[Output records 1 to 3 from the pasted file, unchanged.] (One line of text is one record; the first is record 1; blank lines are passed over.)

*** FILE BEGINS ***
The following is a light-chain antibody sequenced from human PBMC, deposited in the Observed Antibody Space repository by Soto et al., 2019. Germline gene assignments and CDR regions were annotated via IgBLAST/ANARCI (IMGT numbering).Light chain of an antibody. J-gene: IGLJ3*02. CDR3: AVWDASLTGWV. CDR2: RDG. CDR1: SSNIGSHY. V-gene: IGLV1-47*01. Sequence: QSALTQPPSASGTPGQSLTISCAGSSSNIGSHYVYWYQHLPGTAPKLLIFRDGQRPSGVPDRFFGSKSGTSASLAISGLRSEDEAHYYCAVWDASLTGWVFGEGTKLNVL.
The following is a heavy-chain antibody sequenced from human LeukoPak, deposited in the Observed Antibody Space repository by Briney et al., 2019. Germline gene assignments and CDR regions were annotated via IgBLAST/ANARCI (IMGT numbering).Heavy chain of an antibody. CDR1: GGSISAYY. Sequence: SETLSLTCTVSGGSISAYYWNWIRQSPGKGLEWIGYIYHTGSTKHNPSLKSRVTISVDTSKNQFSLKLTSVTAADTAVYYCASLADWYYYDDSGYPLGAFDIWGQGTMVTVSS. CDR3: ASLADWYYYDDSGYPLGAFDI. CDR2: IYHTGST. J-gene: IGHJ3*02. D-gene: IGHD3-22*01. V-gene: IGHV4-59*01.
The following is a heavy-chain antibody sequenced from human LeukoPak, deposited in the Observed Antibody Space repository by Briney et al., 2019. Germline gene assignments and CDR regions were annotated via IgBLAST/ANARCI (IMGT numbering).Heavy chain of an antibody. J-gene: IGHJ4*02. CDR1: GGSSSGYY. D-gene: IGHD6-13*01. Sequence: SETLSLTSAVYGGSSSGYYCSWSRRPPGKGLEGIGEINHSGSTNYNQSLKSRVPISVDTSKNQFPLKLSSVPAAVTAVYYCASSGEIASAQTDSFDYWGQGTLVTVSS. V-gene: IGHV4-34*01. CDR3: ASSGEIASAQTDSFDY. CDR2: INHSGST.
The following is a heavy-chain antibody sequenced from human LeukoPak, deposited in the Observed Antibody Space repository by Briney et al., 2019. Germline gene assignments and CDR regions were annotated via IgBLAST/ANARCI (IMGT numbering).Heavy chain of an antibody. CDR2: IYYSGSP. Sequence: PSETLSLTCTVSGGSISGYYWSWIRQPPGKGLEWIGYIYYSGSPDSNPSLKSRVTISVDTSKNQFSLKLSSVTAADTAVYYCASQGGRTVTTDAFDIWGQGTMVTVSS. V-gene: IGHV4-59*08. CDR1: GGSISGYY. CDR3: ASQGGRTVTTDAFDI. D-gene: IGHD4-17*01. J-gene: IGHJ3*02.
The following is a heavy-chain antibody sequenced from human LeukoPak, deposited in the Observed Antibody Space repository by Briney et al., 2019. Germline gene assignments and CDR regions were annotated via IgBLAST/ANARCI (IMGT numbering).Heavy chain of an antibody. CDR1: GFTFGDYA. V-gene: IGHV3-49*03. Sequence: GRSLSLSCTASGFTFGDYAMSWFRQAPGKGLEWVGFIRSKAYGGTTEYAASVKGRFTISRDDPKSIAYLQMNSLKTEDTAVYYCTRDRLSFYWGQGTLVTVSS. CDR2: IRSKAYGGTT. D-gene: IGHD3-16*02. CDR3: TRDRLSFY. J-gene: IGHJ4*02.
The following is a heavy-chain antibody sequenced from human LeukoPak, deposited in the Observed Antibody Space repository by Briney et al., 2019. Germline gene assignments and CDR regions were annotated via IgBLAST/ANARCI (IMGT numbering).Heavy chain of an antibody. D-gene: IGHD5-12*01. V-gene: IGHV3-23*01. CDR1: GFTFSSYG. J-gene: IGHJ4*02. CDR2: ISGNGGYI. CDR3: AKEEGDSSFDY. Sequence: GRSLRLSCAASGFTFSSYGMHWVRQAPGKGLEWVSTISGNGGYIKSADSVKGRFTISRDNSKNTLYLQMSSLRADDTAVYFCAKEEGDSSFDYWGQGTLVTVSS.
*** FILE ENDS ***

The following is a light-chain antibody sequenced from human PBMC, deposited in the Observed Antibody Space repository by Soto et al., 2019. Germline gene assignments and CDR regions were annotated via IgBLAST/ANARCI (IMGT numbering).Light chain of an antibody. J-gene: IGLJ3*02. CDR3: AVWDASLTGWV. CDR2: RDG. CDR1: SSNIGSHY. V-gene: IGLV1-47*01. Sequence: QSALTQPPSASGTPGQSLTISCAGSSSNIGSHYVYWYQHLPGTAPKLLIFRDGQRPSGVPDRFFGSKSGTSASLAISGLRSEDEAHYYCAVWDASLTGWVFGEGTKLNVL.
The following is a heavy-chain antibody sequenced from human LeukoPak, deposited in the Observed Antibody Space repository by Briney et al., 2019. Germline gene assignments and CDR regions were annotated via IgBLAST/ANARCI (IMGT numbering).Heavy chain of an antibody. CDR1: GGSISAYY. Sequence: SETLSLTCTVSGGSISAYYWNWIRQSPGKGLEWIGYIYHTGSTKHNPSLKSRVTISVDTSKNQFSLKLTSVTAADTAVYYCASLADWYYYDDSGYPLGAFDIWGQGTMVTVSS. CDR3: ASLADWYYYDDSGYPLGAFDI. CDR2: IYHTGST. J-gene: IGHJ3*02. D-gene: IGHD3-22*01. V-gene: IGHV4-59*01.
The following is a heavy-chain antibody sequenced from human LeukoPak, deposited in the Observed Antibody Space repository by Briney et al., 2019. Germline gene assignments and CDR regions were annotated via IgBLAST/ANARCI (IMGT numbering).Heavy chain of an antibody. J-gene: IGHJ4*02. CDR1: GGSSSGYY. D-gene: IGHD6-13*01. Sequence: SETLSLTSAVYGGSSSGYYCSWSRRPPGKGLEGIGEINHSGSTNYNQSLKSRVPISVDTSKNQFPLKLSSVPAAVTAVYYCASSGEIASAQTDSFDYWGQGTLVTVSS. V-gene: IGHV4-34*01. CDR3: ASSGEIASAQTDSFDY. CDR2: INHSGST.